Alleged slaves at a circus
Francesco Pischetola  /  AFP/Getty Images
An policeman stands guard at a circus in Petina, Italy. Police arrested three Italians accused of forcing a Bulgarian girl to swim in a tank of freezing water filled with piranhas as part of a "circus of horrors". 
By Brian Tracey Associate editor
updated 3/28/2008 2:02:35 PM ET 2008-03-28T18:02:35

This is one bizarre big-top: Two teenage Bulgarian sisters were rescued from a circus in southern Italy this week after one of them was forced to swim with flesh-eating piranhas for the amusement of guests, policesaid.

While the 19-year-old sister swam in a transparent tank with the ferocious fish, the younger, 16-year-old was forced into a container where the circus staff tossed snakes and tarantulas at her.

Three men running what has been called in Italian media "The Circus of Horrors" were arrested and charged with people-trafficking and keeping the two Bulgarian sisters and their parents in virtual slavery, according to Britain's Guardian newspaper.

The women were paid $155 per week and lived in a trailer that had previously been used to transport animals, police said.

The men, named as Enrico Ingrassia, 57, his son, William Ingrassia, 33, and his son-in-law, Gaetano Belfiore, 25, ran the Marino circus, consisting of a ratty tent and about 200 plastic chairs which toured the Campania region south of Naples.

The younger sister had suffered from a snake bite during the act as well as severe bruising from where a snake had coiled itself around her, the Guardian said. The temperature of the water in the piranha tank was near freezing to daze the fish, leaving the 19-year-old shivering from fear and cold after her "performance."

One apparently disgusted spectator reported Ingrassia to the police. Plainclothes officers attended subsequent shows with their families, secretly filming the acts before making arrests.

The Italian Circus Authority said the deregulation of Italian circuses had allowed "cowboys" to operate.

"We criticized liberalization, saying it would worsen and in some cases degrade the quality and management of shows. We have been proved right," said the head of the authority, Egidio Palmiri.

Maybe they need to enforce a rule that requires all circuses to be "fun for the whole family."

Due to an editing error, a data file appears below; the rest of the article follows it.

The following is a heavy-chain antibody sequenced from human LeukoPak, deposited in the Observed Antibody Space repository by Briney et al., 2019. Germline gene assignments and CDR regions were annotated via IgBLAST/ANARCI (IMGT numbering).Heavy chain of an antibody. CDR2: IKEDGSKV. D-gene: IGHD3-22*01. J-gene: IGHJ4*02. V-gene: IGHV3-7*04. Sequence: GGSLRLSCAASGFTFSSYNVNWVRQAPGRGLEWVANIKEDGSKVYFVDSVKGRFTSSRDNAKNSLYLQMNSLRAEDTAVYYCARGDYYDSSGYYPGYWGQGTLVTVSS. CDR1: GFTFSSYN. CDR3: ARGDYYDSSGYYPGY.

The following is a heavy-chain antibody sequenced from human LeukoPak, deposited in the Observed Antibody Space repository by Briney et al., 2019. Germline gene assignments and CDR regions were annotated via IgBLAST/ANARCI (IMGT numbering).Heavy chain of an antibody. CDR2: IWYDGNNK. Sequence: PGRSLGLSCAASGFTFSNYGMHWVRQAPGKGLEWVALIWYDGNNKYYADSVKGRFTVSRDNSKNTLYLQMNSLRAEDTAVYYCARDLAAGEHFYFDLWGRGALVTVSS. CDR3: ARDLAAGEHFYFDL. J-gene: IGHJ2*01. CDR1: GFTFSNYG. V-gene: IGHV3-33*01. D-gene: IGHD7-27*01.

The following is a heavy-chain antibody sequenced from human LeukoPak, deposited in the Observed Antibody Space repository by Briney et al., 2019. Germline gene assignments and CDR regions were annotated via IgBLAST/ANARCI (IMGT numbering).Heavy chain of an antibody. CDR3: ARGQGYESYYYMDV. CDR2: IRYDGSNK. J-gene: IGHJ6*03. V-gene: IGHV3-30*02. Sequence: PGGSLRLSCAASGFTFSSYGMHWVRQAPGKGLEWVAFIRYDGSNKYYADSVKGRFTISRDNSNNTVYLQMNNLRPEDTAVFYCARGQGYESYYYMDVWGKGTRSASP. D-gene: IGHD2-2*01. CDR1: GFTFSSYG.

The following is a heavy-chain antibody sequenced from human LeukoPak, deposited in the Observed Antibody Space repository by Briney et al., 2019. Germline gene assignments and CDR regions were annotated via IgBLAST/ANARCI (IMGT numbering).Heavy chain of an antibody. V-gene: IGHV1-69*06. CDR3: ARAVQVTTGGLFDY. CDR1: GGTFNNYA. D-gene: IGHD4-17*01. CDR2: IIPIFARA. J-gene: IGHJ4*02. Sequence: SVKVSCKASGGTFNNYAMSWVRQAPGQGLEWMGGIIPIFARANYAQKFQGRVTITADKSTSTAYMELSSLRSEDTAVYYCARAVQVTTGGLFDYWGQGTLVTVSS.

Urn goal!
Vienna's leading funeral company, steeped in tradition, is moving with the times: The bereaved can have their dearly departed housed in a cremation urn in the shape of a soccer ball.

The black-and-white urn joins more conservative containers in somber and art-deco designs in the range offered by Bestattung Wien just as Austria prepares to co-host the Euro 2008 soccer championships.

"We are doing this as it is European Championship year," said Wittigo Keller, curator of the funeral company's museum.

No one has yet ordered the $570 urn, which has been available for two weeks.

Maybe people are afraid the urn will encourage someone to kick a dead man when he's down.

Prison greetings
Finding it hard to express just the right sentiment to your incarcerated loved one? A Los Angeles company may have the answer. Attorney Terrye L. Cheathem (no kidding, that's her name) noticed a market Hallmark wasn't serving and founded Three Squares Greetings, which provides cards for prison inmates.

"With more than 2.5 million people incarcerated in the Unites States today, I saw that there was a tremendous need," she said.

Some express simple good wishes: "We are all praying for you while you do your time."

But most show a tougher sort of love.

A Christmas greeting partly reads: "You had the choice to be 'naughty or nice.' And you chose ... Oh well, now you have to do your time."

Cheathem said she came up with the cards when her brother-in-law served 11 months in prison. She said she went searching for the appropriate greeting card, but couldn't find what she was looking for.

"There weren't any cards on the shelf that said anything like, 'Hey, you must make better choices,'" she said.

Cheathem designs and writes the cards and sells them online and at a handful of stores across the nation.

We checked out her Web site, but were disappointed to find there were no get-out-of-jail-free cards.

The Associated Press and Reuters contributed to this report.


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